Less than five months after a pair of biotech companies submitted a candidate cancer drug to the Food & Drug Administration, the FDA has approved the drug ibrutinib as a "breakthrough therapy" for a rare and deadly form of the cancer, mantle cell lymphoma. The new medication, to be marketed under the commercial name Imbruvica, becomes a new option for patients who are diagnosed with this malignancy of the immune system's B-cells and who have received at least one prior therapy.
The medication is the first product developed by Sunnyvale, Calif., biotech firm Pharmacyclics, where its promise as a treatment for B-cell malignancies such as lymphoma became evident in 2009. Pharmacyclics partnered with Janssen Biotech Inc. to bring the new drug to the market.
Each year, some 2,900 Americans receive a diagnosis of mantle cell lymphoma. Existing treatments rarely halt this aggressive cancer's progression for more than five months. The FDA accelerated its consideration of ibrutinib because mantle cell lymphoma is a life-threatening disease for which few effective treatment options are available.
"MCL is the worst of the worst," said Dr. John Byrd, a hematologist at the Ohio State University Comprehensive Cancer Center, who is leading a trial testing the ibrutinib's effectiveness in a more common but less aggressive form of lymphoma, chronic lymphatic leukemia (CLL), which is diagnosed in roughly 14,000 patients a year. A new drug that shows promise of achieving "very, very durable" results in some patients "is a blessing," said Byrd, who has served as an unpaid consultant to Pharmacyclics.
Trials of the drug's effectiveness in treatment of CLL have also been conducted at City of Hope in Duarte, where hematologist Dr. Leslie Popplewell said, "It's nice to have the more gentle therapy" of a daily pill available to patients whose principal option -- if they are healthy enough to withstand it -- has been a grueling regimen of intravenous chemotherapy with debilitating side effects.
City of Hope will soon open new clinical trials of ibrutinib for patients with untreated low-grade lymphomas, new diagnosed follicular lymphoma and refractory marginal zone lymphoma -- all less aggressive, more chronic forms of the disease.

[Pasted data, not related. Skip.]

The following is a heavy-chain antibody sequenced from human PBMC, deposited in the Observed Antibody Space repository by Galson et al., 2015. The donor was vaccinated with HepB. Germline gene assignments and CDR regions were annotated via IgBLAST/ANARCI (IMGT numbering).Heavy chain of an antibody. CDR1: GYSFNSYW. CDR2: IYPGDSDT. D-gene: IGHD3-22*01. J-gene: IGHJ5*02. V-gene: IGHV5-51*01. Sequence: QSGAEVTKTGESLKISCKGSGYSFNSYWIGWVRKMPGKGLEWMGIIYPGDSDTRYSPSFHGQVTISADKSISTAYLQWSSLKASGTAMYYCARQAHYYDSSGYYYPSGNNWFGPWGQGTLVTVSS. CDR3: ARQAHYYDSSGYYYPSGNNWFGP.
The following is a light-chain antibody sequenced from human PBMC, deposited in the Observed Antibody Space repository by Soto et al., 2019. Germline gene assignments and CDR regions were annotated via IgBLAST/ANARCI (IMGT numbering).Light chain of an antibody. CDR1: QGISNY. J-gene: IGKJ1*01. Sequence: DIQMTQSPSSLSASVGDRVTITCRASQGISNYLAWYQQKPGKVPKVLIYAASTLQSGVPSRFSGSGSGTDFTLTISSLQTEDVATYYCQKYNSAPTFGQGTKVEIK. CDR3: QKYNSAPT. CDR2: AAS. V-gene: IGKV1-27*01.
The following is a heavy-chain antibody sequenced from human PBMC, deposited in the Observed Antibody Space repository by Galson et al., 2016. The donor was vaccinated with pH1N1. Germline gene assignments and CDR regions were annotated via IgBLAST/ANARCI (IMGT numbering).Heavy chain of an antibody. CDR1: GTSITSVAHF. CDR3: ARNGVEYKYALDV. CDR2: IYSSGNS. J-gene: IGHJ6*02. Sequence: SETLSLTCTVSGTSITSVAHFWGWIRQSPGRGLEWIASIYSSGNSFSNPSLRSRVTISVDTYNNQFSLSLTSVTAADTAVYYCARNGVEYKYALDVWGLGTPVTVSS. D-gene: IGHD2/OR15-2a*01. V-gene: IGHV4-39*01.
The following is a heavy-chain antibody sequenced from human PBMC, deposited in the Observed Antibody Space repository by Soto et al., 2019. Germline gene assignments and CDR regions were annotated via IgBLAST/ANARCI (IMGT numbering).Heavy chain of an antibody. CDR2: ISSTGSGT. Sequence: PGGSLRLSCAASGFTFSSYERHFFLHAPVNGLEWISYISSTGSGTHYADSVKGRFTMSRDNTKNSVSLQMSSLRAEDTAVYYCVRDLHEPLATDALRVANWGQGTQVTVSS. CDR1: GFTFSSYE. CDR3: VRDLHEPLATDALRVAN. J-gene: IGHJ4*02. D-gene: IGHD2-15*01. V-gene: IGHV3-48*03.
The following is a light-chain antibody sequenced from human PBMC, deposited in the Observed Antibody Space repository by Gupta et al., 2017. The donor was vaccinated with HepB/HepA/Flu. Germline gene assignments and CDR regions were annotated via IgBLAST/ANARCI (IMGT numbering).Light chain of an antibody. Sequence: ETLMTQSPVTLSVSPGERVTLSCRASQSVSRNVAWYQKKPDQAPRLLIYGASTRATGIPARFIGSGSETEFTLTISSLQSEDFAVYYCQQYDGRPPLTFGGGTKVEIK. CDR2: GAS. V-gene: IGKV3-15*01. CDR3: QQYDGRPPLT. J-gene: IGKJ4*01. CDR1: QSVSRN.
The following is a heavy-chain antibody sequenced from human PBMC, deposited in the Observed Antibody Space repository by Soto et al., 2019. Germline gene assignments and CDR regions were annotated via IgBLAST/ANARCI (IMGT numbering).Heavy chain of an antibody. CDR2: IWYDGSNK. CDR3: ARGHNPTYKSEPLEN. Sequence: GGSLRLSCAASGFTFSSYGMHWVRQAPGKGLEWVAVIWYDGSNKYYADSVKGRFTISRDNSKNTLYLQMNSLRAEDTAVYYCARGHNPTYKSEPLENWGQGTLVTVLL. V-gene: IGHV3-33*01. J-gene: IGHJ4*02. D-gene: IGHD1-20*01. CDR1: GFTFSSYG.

"I don't think we've explored the full capabilities if ibrutinib," Popplewell said.
Because of its accelerated review, the drug's approval by the FDA was based not on hard outcomes such as patients' survival or symptom improvement, but on trial investigators' assessment of the "overall response rate" of patients taking the drug. In a multi-center clinical trial that did not assign any subjects to take a placebo medication for comparison, 65.8% of 111 patients with mantle cell lymphoma were deemed to have responded to the medication, with 17% of the total achieving a "complete response" and 49% achieving a "partial response."
The median duration of patients' responsiveness to the medication was 17.5 months.
Ibrutinib is expected to be considered next by the FDA as a treatment for chronic lymphatic leukemia, a disease for which second-line treatment has been able to hold off progression for a median of 14 months. Ohio State University's Byrd said that roughly three-quarters of the patients he is overseeing in the trial are still taking the medication and doing well at the 26-month mark.
For nearly half of research subjects who took a high dose of ibrutinib, bleeding events, including bruising, occurred, and they were serious in 5% of those who took it. Infections, renal toxicity and disturbances in blood chemistry all occurred in at least a quarter of subjects taking the medication.
[Corrected at 6:20 p.m., Nov. 13: An earlier version of this post referred to Dr. Leslie Popplewell as Dr. Leslie Popplewhite. Corrected at 4:55 p.m. Nov. 14: An earlier version of this post reported that three-quarters of patients with CLL on ibrutinib were doing well at the 26-week mark. They are doing well at the 26-month mark.]
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